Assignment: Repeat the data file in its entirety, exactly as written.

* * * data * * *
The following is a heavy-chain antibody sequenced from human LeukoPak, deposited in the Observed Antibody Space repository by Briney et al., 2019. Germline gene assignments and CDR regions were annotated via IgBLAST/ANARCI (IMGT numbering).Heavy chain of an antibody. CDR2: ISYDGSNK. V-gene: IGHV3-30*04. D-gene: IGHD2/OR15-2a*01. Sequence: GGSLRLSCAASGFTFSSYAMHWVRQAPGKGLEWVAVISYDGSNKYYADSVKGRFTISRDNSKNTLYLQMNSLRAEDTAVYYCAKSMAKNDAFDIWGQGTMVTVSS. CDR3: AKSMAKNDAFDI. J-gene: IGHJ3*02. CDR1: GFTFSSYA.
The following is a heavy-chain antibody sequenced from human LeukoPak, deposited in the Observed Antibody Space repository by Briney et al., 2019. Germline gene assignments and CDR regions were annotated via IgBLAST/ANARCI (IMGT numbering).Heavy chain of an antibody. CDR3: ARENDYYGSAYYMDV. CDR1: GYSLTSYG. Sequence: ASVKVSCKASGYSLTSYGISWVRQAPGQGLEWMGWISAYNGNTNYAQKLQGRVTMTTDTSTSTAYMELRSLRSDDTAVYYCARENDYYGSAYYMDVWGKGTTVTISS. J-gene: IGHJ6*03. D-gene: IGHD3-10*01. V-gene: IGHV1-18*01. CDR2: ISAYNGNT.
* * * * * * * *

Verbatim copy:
The following is a heavy-chain antibody sequenced from human LeukoPak, deposited in the Observed Antibody Space repository by Briney et al., 2019. Germline gene assignments and CDR regions were annotated via IgBLAST/ANARCI (IMGT numbering).Heavy chain of an antibody. CDR2: ISYDGSNK. V-gene: IGHV3-30*04. D-gene: IGHD2/OR15-2a*01. Sequence: GGSLRLSCAASGFTFSSYAMHWVRQAPGKGLEWVAVISYDGSNKYYADSVKGRFTISRDNSKNTLYLQMNSLRAEDTAVYYCAKSMAKNDAFDIWGQGTMVTVSS. CDR3: AKSMAKNDAFDI. J-gene: IGHJ3*02. CDR1: GFTFSSYA.
The following is a heavy-chain antibody sequenced from human LeukoPak, deposited in the Observed Antibody Space repository by Briney et al., 2019. Germline gene assignments and CDR regions were annotated via IgBLAST/ANARCI (IMGT numbering).Heavy chain of an antibody. CDR3: ARENDYYGSAYYMDV. CDR1: GYSLTSYG. Sequence: ASVKVSCKASGYSLTSYGISWVRQAPGQGLEWMGWISAYNGNTNYAQKLQGRVTMTTDTSTSTAYMELRSLRSDDTAVYYCARENDYYGSAYYMDVWGKGTTVTISS. J-gene: IGHJ6*03. D-gene: IGHD3-10*01. V-gene: IGHV1-18*01. CDR2: ISAYNGNT.